Sunday, November 11, 2012

How to Build a Bed

Imagine the "How to Train Your Dragon" soundtrack playing in the background of this whole post, because a) it was on for the whole bed-building process and b) everything is more epic with the proper music choices. You may also substitute the "Lord of the Rings" or "Pirates of the Caribbean" soundtracks if you prefer.

Last week my Mom came for a visit. It was really fun to show someone else around the places I've gotten to know and try new things with her - for example, we discovered a new part of the old city and ate at a simply fabulous Italian restaurant. She flew in Saturday morning, slept most of Sunday, and went with me to IKEA on Monday morning. Why IKEA, you ask? Because I really need furniture. See, I arrived in Germany in early September and spent the first two weeks living in my contact teacher's guest room. My attempts to find a nice shared apartment close to the main train station ran up against the propensity of every German under the age of thirty to smoke like a trucker, and so I temporarily moved into a one-room apartment in one of the city's "suburbs" while continuing to look for a permanent place to stay.

A dozen apartment-viewing appointments later, I was ready to move in to any non-smoking apartment that would take me. Some prospective apartmentmates lit up in the living room while we were chatting. Seriously. I don't breathe well around cigarette smoke, so the lack of it was quickly becoming my only criteria for an apartment. By the time we got to early November, the settler in me gave the rest of me an ultimatum: find a place within a week, or decide to stay where I was. I chose the latter. Up until now I'd been sleeping on a camping mattress borrowed from my landlady, with the expectation that I would move out in a few weeks and didn't care to carry a bed from one living space to another. With the decision to stay, it was time to find something slightly more elevated than my foam pad. And while I've struggled to find some things here in the past, I knew that IKEA was the place to go for furniture.

Mom and I caught the appropriate bus out to a gigantic warehouse of a store, typical in the States but very unusual in Germany. Once there we weighed the merits of a bed versus a couch-convertible-bed and estimated the size of the furniture versus the size of my room. In the end, we left with a single bed frame, a mattress tightly rolled up into a compressed cylinder, a bunch of 2x4s to use as a foundation for the mattress, and a "clothes valet" meant to hold the next day's outfit. I meant to use the last one as a bitty closet, since I don't have enough space for a normal wardrobe setup.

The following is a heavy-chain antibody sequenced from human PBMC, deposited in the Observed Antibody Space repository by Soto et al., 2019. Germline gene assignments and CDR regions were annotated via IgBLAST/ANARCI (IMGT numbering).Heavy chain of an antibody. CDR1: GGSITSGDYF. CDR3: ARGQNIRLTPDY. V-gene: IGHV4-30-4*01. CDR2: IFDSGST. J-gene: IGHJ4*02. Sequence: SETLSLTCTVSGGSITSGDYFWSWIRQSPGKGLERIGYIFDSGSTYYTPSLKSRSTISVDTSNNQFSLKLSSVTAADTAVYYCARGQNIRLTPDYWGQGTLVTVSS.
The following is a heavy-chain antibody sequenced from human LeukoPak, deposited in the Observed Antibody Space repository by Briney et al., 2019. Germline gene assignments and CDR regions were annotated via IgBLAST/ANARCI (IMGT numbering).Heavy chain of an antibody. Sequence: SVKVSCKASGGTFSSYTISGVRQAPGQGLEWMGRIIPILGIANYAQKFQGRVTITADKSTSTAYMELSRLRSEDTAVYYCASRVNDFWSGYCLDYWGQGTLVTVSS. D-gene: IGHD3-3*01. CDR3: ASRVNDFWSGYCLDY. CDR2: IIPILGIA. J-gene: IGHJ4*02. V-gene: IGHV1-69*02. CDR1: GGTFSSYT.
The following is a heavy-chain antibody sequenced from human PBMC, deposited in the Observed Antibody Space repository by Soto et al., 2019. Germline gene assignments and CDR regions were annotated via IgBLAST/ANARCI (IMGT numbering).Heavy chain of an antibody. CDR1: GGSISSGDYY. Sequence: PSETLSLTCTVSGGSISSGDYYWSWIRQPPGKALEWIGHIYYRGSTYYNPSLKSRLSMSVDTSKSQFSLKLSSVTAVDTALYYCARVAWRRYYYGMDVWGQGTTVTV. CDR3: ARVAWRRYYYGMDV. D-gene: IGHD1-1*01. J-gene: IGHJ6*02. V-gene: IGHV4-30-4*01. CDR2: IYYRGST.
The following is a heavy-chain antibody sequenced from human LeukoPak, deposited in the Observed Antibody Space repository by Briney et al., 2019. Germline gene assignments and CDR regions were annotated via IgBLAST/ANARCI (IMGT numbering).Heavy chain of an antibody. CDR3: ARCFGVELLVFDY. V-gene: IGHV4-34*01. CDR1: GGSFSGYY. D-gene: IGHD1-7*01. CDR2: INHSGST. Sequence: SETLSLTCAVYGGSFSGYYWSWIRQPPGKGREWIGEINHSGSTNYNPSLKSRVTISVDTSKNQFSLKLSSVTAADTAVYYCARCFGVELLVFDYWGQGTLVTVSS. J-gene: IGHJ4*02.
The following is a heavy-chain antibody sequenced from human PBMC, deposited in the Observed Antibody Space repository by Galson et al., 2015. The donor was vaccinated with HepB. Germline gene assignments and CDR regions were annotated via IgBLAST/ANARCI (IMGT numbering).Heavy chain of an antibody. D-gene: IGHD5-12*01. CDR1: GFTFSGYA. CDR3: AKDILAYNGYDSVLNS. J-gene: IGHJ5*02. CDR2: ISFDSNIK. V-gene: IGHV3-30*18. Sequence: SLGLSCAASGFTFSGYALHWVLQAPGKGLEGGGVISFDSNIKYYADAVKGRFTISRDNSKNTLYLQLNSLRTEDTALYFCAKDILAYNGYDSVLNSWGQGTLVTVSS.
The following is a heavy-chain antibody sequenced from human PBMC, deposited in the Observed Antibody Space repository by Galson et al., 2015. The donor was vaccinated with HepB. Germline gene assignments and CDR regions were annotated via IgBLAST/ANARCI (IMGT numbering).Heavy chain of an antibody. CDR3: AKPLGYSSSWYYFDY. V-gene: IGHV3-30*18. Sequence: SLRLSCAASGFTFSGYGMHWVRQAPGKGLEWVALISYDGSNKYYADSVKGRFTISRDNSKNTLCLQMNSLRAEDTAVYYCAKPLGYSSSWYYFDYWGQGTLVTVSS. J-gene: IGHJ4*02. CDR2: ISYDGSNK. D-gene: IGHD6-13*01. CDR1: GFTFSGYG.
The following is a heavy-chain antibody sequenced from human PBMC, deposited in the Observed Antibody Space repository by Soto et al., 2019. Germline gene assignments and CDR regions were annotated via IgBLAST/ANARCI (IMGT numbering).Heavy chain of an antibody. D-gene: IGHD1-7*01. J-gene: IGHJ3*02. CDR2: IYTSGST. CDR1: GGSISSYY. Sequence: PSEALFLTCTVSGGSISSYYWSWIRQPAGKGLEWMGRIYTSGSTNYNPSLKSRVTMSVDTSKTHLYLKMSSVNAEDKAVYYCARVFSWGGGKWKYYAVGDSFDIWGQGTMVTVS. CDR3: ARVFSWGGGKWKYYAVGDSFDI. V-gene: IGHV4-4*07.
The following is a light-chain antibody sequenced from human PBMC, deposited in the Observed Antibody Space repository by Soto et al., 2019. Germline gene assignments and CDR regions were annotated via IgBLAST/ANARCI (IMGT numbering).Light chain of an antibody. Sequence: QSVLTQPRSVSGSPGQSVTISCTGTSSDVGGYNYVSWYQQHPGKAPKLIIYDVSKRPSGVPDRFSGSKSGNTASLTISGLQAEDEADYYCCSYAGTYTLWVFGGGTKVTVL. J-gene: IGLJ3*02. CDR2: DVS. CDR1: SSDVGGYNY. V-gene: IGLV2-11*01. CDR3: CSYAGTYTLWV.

I had presumed that, lacking a car to carry off these purchases, we'd take advantage of IKEA's shipping services. Mom's "old bones" protested the idea of waiting for a comfortable bed and we wrestled all the components on to the bus instead. Regrettably I only had my cell phone to take a picture of that spectacle. One box was seven or eight feet tall, while my mattress roll was too thick to carry under one arm. We'd briefly considered the idea of buying an IKEA rolling dolly for ten euros, before remembering that I had nowhere to put a dolly for the next seven months. So with frequent stops and some huffing and puffing, we got the furniture components on to Bus #1. Bus #2 was a little more complicated, as it runs on the normal commuting route between the center of the city and my area of "suburb," but several nice people helped us to hold the pieces for the short ride. Home at last, we took out the instructions and discovered that IKEA is fabulous. Their furniture is designed to have all components in the package, including the tools necessary to put them together. No need for extra screw drivers, nails, hammers, or pliers. It's a beautiful thing for a temporary guest like me.

The boxes, minus the mattress

See, for a rolled-up mattress, you gotta unroll it first.
 Maximum fluffiness is apparently achieved after three days. Mattresses, you can't rush them. I can report that mine feels no different now than it did last week Monday.

The mattress waiting to fluff. With instructions.

Frame, built.

Slats, laid down.

Not-quite-fluffed mattress, placed.

Sheets, put on.

Look, a it's a real bed! I call it Pinocchio.
Except seriously, Pinocchio is a really creepy film. The cat is cute and I do love Jiminy Cricket, but the island of boys turning into donkeys was the stuff of my nightmares. Along with Ursula. Ursula is scary.

That whole setup took maybe a half-hour or forty minutes, which I found pretty good for first-time IKEA furniture assemblers. Within another ten minutes we had my closet all set up too.

We're so good at this game.
And yes, I have a Hawaiian-print skirt. It was, in fact, my first skirt since about age seven that was shorter than my ankles. Ah, youth. Now I am happy to report that I live within the realm of "somewhere around the knee" for all my skirts and dresses, though I've never tried a miniskirt before. I think my thighs might get stage fright. They're rather shy that way.

With the addition of a toaster oven provided by one of my colleagues and a monthlong bus/train ticket, it's like I really live here! Such a nice feeling. I also bought a rug for the bathroom.

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